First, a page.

The test that contains the reruns itself is also marked as [NotReRunnable], to not cause an infinite loop when the test calls itself.

Actually it took some time until I understood that was the reason for the tests taking so long. I was even on the way to write a Stack Overflow question on why the foreach loop would never move on to the next culture. Once I found out (after nearly an hour of debugging) I can’t tell how stupid I felt.

Stopped laughing? Good. Then we’ll move on with how to run the tests.

Running the Tests

The tests are run in a loop, that changes the UI Culture to the specified values and tries them all. This means that if any other test is failing this test will also (falsely) fail, but I can take that. The important thing with this test is to make sure that it works on all cultures.

var cultures = new string[] { "en-US", "sv-SE" };
var originalUICulture = Thread.CurrentThread.CurrentUICulture;
var emtpyObjArray = new object[] { };
 
try
{
  foreach (var culture in cultures)
  {
    Thread.CurrentThread.CurrentUICulture = new CultureInfo(culture);
 
    foreach (var c in testClasses)
    {
      var instance = c.Constructor.Invoke(emtpyObjArray);
      if (c.ClassInit != null)
      {
        c.ClassInit.Invoke(instance, emtpyObjArray);
      }
      foreach (var m in c.TestMethods)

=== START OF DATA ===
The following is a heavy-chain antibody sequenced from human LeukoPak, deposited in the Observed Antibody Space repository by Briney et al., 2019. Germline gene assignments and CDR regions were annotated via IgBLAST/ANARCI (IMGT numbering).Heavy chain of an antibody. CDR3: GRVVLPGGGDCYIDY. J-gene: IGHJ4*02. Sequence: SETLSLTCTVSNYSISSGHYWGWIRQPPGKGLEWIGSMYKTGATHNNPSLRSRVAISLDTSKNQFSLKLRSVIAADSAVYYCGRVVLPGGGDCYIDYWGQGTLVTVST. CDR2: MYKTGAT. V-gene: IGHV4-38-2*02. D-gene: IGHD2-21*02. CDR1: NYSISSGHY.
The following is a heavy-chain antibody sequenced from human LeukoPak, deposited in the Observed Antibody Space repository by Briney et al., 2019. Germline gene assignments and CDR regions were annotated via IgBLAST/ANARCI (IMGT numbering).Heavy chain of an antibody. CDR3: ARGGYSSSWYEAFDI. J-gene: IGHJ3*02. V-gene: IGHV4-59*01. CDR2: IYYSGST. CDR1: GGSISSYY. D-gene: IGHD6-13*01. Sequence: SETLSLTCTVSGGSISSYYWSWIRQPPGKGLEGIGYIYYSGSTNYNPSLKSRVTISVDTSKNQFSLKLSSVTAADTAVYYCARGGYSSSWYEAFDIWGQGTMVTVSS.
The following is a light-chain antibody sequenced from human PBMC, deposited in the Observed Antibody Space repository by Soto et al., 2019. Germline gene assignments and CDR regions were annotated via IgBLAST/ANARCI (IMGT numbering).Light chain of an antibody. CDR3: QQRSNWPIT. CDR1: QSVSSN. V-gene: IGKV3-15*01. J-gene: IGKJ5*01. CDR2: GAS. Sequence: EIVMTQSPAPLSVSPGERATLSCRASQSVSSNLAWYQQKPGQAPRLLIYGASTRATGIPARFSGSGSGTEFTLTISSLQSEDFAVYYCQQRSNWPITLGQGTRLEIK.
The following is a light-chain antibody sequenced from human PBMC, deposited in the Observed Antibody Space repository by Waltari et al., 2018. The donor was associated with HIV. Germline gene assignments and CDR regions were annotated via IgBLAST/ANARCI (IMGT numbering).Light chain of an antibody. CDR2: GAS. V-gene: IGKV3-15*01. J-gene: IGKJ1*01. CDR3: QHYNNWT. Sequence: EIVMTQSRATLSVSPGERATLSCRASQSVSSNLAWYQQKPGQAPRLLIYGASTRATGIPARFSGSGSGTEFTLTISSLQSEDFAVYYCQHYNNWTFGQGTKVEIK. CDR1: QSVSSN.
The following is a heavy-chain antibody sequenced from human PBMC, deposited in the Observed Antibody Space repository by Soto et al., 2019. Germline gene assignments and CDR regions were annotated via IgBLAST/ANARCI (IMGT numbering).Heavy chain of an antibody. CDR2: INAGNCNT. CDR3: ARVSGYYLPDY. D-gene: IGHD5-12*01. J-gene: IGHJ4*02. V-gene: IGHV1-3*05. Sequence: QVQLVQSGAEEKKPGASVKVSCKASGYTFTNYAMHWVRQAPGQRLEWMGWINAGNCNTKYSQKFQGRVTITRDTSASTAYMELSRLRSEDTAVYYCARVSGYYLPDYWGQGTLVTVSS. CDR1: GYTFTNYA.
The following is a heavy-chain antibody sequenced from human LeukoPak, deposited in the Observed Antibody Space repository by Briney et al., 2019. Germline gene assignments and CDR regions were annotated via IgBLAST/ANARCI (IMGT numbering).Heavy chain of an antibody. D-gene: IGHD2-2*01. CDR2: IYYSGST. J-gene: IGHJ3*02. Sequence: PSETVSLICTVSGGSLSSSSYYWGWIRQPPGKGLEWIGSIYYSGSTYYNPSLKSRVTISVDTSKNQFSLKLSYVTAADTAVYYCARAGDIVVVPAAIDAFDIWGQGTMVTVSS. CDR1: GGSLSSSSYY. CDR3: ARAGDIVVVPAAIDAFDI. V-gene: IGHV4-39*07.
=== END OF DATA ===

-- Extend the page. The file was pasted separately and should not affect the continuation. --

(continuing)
{
        if (c.TestInit != null)
        {
          c.TestInit.Invoke(instance, emtpyObjArray);
        }
        m.Invoke(instance, emtpyObjArray);
        if (c.TestCleanup != null)
        {
          c.TestCleanup.Invoke(instance, emtpyObjArray);
        }
      }
      if (c.ClassCleanup != null)
      {
        c.ClassCleanup.Invoke(instance, emtpyObjArray);
      }
    }
  }
}
finally
{
  Thread.CurrentThread.CurrentUICulture = originalUICulture;
}

With the test in place I quickly found what unit tests that were incorrectly culture sensitive and could fix them. In my case, they were all checks on the content of NullArgumentException messages. I still do have to check the contents, to make sure that it is the right parameter that is reported as being null, but instead of checking the entire message I now just check that the message contains the parameter name.

Action a = () => identity.ToSaml2Assertion("foo");
 
// Old cultural sensitive testing.
a.ShouldThrow<ArgumentNullException>().WithMessage("Value cannot be null.\r\nParameter name: identity");
 
// New cultural insensitive testing (as I had written it).
a.ShouldThrow<ArgumentNullException>().And.Message.Contains("identity");
 
// New, smarter cultural insensitive testing (as Albin Sunnanbo supplied 
// in a PR after having read this post).
a.ShouldThrow<ArgumentNullException>().And.ParamName.Should().Be("identity");

The entire test is available on GitHub.

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Published at DZone with permission of Anders Abel, DZone MVB. See the original article here.